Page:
1. Digital Literacy /Multi-literacies September 6, 2012
2. Students …and Teachers“The Web is a learning tool that differs from other toolsused in education because students acquire a great manyWeb skills in an out-of-school context and also regardthemselves as skilled Web users. This is reflected in theperception of many teachers that their students Web skillsare superior to their own, which may result inunderestimating the support students need when using theWeb for educational purposes.”
3. It is true Most of our students are‘digital natives’ Instant-messaging, photo sharing, texting, social networking, video-streaming, and mobile Internet Young people don’t need coaxing to take up Internet technologiesTheir skills quickly improverelative to their elders
4. BUT… without guidance most of our students remain …amateur users of information andcommunication technology (ICT) a generation of youth who are deeply immersed in cyberspace yet are not fully digitally literate
5. In other words,… Students who think they’re tech savvy are not necessarily web literate: they consider that surfing the web immediately means benefitting properly or fully from the web’s potential. Students don’t know that they don’t know, so they don’t feel the need to ask. Students don’t trust their teachers or parents could guide them in this area.
6. Despite the various terms and conceptsattached to digital literacy, there isconsensus that…the use of technology has to be pedagogicallymeaningful taking into consideration thecritical skills needed to assess information aswell as the ethical and social implicationsinvolved. One of the models of digital literacy as developed by Calvani, Fini and Ranieri (2009):
7. Objectives Become better informed as teachers • what the rights and responsibilities of web users are (digital citizenship) • what skills are required to search and manage web content (information and media literacy) • and why it is important for us teachers at this point (design more purposeful / informed assignments) Think about a better integration of digital citizenship and web literacy in the curriculum (through training and not just instruction)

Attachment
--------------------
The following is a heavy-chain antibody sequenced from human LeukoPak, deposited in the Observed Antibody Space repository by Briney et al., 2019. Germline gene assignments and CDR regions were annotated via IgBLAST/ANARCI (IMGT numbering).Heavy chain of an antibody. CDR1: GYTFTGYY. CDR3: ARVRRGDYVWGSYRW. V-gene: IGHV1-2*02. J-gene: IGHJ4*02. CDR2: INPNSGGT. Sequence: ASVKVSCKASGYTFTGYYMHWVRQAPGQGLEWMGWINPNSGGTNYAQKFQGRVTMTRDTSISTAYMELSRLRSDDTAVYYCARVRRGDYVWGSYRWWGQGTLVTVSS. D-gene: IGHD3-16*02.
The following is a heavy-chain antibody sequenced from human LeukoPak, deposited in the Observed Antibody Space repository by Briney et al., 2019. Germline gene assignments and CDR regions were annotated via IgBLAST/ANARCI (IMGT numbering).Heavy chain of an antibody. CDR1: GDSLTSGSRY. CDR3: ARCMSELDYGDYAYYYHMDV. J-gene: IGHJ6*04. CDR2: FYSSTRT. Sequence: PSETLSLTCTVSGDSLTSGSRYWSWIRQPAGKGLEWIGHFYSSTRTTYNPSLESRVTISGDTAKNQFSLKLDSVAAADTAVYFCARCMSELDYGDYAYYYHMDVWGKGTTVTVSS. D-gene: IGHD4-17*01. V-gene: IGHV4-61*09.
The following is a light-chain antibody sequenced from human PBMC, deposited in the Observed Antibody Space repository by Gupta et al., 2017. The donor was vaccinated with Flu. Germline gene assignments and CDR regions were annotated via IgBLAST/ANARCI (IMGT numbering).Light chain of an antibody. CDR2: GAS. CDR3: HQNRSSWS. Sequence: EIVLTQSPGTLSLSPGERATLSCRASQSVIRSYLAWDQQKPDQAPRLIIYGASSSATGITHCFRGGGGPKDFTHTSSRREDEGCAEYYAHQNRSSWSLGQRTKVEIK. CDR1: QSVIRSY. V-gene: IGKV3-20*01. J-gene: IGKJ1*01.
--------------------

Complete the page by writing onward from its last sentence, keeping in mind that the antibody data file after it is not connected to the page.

8. Digital LiteracyUnder the “digital literacy umbrella” are a widerange of interrelated skills that traditionally fallunder:• Technology literacy (from basic computer skills to more complex tasks like editing a digital film or writing computer code) • Media and Information literacy (our ability to access, analyze, evaluate and produce media)• Visual literacy, Communication literacy, and Social literacy
9. ISTE StandardsThe International Society for Technology inEducation (ISTE) frames its benchmarks for digitalliteracy around six standards:creativity and innovation;communication and collaboration;research and information fluency;critical thinking, problem solving, and decisionmaking;digital citizenship;and technology operations and concepts
10. Digital Citizenship…or “character education” in a networked world
11. Examples of Digital Citizenship• How to use a cell phone in public (etiquette)• How to write proper emails / which pictures to post (communication)• Benefit from web tools to learn or take classes as in videoconferencing (education)• Connect community members to the Internet (access)• Beware of illegal activities in case of commerce as in online shopping (commerce)
12. More Examples of Digital Citizenship• Respect copyright by citing resources for e.g. no stealing or plagiarism or downloading illegal music (responsibility)• Protect privacy and free speech as in having the right to publish personal opinions (right)• Not give personal info to strangers or open suspicious emails / avoid eye strain or lack of sleep (safety)• Manage virus protection and data backup (security)
13. Information and Media Literacy Skills1. Define an information problem or formulate a research statement2. Access Information efficiently (time) and effectively (sources)3. Evaluate information critically and competently4. Manage and use the information5. Create products6. Share and communicate
14. How much do you know about information literacy?What strategies do you use?- Which search engines to use?- Which search tools or key words to use?- How to evaluate websites / media?- How to manage the flow of information?- How to use the information accurately and ethically?